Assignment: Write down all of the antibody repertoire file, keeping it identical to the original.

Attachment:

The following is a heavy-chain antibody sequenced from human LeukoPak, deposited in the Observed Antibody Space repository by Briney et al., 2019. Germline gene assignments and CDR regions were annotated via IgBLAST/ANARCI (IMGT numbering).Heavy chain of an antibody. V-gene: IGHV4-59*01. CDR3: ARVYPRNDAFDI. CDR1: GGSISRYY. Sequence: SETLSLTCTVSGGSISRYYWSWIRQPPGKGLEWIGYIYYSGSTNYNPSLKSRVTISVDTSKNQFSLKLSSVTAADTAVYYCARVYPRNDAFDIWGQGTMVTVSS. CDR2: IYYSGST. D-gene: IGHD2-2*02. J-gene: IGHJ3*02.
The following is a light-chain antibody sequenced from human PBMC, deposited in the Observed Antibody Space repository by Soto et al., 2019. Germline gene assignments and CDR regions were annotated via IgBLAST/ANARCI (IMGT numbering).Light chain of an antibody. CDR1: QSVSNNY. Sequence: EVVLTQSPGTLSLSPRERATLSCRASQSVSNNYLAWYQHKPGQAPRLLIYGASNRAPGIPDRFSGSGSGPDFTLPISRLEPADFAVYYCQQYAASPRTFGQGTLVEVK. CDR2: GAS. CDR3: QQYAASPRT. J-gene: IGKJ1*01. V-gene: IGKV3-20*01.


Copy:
The following is a heavy-chain antibody sequenced from human LeukoPak, deposited in the Observed Antibody Space repository by Briney et al., 2019. Germline gene assignments and CDR regions were annotated via IgBLAST/ANARCI (IMGT numbering).Heavy chain of an antibody. V-gene: IGHV4-59*01. CDR3: ARVYPRNDAFDI. CDR1: GGSISRYY. Sequence: SETLSLTCTVSGGSISRYYWSWIRQPPGKGLEWIGYIYYSGSTNYNPSLKSRVTISVDTSKNQFSLKLSSVTAADTAVYYCARVYPRNDAFDIWGQGTMVTVSS. CDR2: IYYSGST. D-gene: IGHD2-2*02. J-gene: IGHJ3*02.
The following is a light-chain antibody sequenced from human PBMC, deposited in the Observed Antibody Space repository by Soto et al., 2019. Germline gene assignments and CDR regions were annotated via IgBLAST/ANARCI (IMGT numbering).Light chain of an antibody. CDR1: QSVSNNY. Sequence: EVVLTQSPGTLSLSPRERATLSCRASQSVSNNYLAWYQHKPGQAPRLLIYGASNRAPGIPDRFSGSGSGPDFTLPISRLEPADFAVYYCQQYAASPRTFGQGTLVEVK. CDR2: GAS. CDR3: QQYAASPRT. J-gene: IGKJ1*01. V-gene: IGKV3-20*01.